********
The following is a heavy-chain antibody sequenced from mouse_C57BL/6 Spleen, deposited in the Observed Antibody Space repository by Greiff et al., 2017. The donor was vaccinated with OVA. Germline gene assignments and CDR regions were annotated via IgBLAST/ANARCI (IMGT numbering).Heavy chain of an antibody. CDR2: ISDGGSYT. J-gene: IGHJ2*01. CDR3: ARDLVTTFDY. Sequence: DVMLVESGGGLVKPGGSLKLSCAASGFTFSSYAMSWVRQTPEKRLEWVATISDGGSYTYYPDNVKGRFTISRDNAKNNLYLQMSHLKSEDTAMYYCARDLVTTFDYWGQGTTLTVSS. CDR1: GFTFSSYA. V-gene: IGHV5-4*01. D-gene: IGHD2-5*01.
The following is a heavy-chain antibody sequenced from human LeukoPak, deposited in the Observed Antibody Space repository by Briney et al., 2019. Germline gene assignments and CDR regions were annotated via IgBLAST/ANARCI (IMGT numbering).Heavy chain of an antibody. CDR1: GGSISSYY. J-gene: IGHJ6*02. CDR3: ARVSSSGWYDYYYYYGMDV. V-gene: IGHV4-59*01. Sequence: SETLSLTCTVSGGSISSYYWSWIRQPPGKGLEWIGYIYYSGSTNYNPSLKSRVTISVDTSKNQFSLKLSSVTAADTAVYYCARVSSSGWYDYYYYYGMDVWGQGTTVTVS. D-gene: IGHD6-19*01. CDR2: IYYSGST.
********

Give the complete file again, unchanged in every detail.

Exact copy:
The following is a heavy-chain antibody sequenced from mouse_C57BL/6 Spleen, deposited in the Observed Antibody Space repository by Greiff et al., 2017. The donor was vaccinated with OVA. Germline gene assignments and CDR regions were annotated via IgBLAST/ANARCI (IMGT numbering).Heavy chain of an antibody. CDR2: ISDGGSYT. J-gene: IGHJ2*01. CDR3: ARDLVTTFDY. Sequence: DVMLVESGGGLVKPGGSLKLSCAASGFTFSSYAMSWVRQTPEKRLEWVATISDGGSYTYYPDNVKGRFTISRDNAKNNLYLQMSHLKSEDTAMYYCARDLVTTFDYWGQGTTLTVSS. CDR1: GFTFSSYA. V-gene: IGHV5-4*01. D-gene: IGHD2-5*01.
The following is a heavy-chain antibody sequenced from human LeukoPak, deposited in the Observed Antibody Space repository by Briney et al., 2019. Germline gene assignments and CDR regions were annotated via IgBLAST/ANARCI (IMGT numbering).Heavy chain of an antibody. CDR1: GGSISSYY. J-gene: IGHJ6*02. CDR3: ARVSSSGWYDYYYYYGMDV. V-gene: IGHV4-59*01. Sequence: SETLSLTCTVSGGSISSYYWSWIRQPPGKGLEWIGYIYYSGSTNYNPSLKSRVTISVDTSKNQFSLKLSSVTAADTAVYYCARVSSSGWYDYYYYYGMDVWGQGTTVTVS. D-gene: IGHD6-19*01. CDR2: IYYSGST.